Five Things To Remember When Planning A Trip to Seward, Alaska

#1 Seward Tour Operators are Seasonal

Most Tour Operators in Seward generally run from May 15th to September 15th. If you happen to find yourself in Seward outside of those dates don’t worry; this small town is jam-packed with fun things to do like hiking, kayaking, cross country skiing, and biking. If you aren’t sure if someone is going to be operating, call first.

Planning A Trip To Seward, Alaska#2 There Are Lots Of Awesome Hikes To Do

Looking for something budget friendly? Consider one of the many amazing hikes in Seward. Seward has beautiful walking trails on the waterfront if you are looking for something low-key or venture into the mountains for something a little more challenging. Hikes can range from a short 45 minute hike to Exit Glacier or 2 mile round trip Hike to Tonsina Bridge or can be a full day adventure up the Harding Icefield trail or Mount Alice.

#3 The Mount Marathon Race is Held July 4th

On 4th of July the Mount Marathon race is held and Seward has a street fair with a few local Alaskan artists and food vendors. Fireworks are at Midnight. This is a big event for the small town and can be a lot of fun. Don’t like crowds? Don’t worry, all the locals will be watching the race so you’ll be safe visiting the harbor or going out on a tour.

#4 Wildlife is Spotted More Frequently at Dusk

The best place and see wildlife is in Kenai Fjords National Park near dusk. Drive along the road slowly once you are in the park and keep an eye out for bears and moose. Another great place to also look for wildlife is along Nash road. On Nash Road, drive to Mile 1 and look to the right. Sometimes Moose can be seen in the large swamp. Another great location to look for wildlife is at the Seward Airport. The large fields make for excellent grazing for moose. If you are looking for marine life, walk the harbor docks for a chance to spot sea otters and sea lions. Marine life is also frequently spotted by driving down Lowell Point Road. Be careful driving this road as it is narrow and has moderate traffic.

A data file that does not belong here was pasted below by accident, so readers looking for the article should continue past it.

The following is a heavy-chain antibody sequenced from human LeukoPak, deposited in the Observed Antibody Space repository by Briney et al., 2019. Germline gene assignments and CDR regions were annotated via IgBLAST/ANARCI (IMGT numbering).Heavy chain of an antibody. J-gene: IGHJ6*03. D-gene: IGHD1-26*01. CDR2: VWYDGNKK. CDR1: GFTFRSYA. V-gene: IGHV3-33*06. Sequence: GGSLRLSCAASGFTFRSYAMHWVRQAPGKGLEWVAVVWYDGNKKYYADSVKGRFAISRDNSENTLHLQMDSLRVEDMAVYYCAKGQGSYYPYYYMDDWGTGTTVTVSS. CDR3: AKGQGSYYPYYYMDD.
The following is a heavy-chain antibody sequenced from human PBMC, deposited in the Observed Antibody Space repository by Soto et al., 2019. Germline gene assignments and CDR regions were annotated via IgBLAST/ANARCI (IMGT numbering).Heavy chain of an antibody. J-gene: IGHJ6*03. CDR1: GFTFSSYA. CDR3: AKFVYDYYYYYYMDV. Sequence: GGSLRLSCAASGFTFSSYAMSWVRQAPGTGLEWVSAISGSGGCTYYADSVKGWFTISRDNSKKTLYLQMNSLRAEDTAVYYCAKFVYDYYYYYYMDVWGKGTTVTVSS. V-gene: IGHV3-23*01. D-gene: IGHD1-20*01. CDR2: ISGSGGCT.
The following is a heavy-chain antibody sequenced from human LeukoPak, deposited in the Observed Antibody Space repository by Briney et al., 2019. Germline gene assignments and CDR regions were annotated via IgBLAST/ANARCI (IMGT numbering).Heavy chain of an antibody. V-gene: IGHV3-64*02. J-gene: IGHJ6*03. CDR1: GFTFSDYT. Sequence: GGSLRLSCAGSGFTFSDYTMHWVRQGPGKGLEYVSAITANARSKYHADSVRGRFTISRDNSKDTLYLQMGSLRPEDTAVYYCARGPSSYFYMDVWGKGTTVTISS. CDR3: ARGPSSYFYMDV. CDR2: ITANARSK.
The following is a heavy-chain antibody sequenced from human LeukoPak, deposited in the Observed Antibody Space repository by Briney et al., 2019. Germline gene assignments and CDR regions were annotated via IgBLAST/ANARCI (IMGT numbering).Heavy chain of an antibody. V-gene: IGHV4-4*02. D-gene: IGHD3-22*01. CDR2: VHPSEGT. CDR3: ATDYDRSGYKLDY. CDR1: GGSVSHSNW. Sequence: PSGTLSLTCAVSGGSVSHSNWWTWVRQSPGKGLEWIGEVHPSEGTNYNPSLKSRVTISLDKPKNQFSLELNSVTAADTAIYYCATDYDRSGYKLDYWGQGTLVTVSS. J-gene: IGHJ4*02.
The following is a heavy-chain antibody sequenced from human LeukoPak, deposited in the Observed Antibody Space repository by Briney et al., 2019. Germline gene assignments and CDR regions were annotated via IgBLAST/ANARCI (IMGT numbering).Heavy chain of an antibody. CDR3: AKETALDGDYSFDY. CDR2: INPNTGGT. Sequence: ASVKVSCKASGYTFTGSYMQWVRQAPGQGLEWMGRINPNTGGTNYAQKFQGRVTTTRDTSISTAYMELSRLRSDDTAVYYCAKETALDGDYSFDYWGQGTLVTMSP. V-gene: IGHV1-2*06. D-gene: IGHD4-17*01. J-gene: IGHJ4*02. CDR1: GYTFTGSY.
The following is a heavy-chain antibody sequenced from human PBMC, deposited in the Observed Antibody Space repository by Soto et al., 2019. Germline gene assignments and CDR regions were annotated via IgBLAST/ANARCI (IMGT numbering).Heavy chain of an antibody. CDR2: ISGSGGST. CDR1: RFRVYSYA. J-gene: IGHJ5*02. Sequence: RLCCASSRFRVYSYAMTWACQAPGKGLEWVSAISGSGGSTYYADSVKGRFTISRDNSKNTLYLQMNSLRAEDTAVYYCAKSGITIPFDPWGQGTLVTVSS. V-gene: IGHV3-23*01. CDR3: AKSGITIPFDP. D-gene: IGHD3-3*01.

#5 Watch Salmon Leap Upstream at the Bear Lake Weir

The Bear Lake Weir is a little-known secret to out-of-towners. Drive a short way down Bear Lake Road to visit a small picnic area where you can watch salmon swimming upstream to spawn. The Bear Lake Weir collects salmon eggs and harvests them for local hatcheries. They also do various study on the salmon to ensure a strong, healthy salmon stock.

And Our Extra Secret

Hobo Jim, Black Water Railroad Company, and many other awesome bands are featured Thursday-Saturday nights at the local bars. There is nothing more Alaskan than dancing the night away to your favorite folk-band. If you are in Seward on a weekend, make sure you check out the local watering holes for some fun live music and a unique Alaskan scene.

About Sarah Stokey

Sarah Stokey is a writer, blogger, dog musher, and tour operator in Seward, Alaska. In 2016 she finished the 1,000 mile dog sled race and was proudly supported by the Seward Community. Sarah is passionate about sharing her love of Seward and her sled dogs.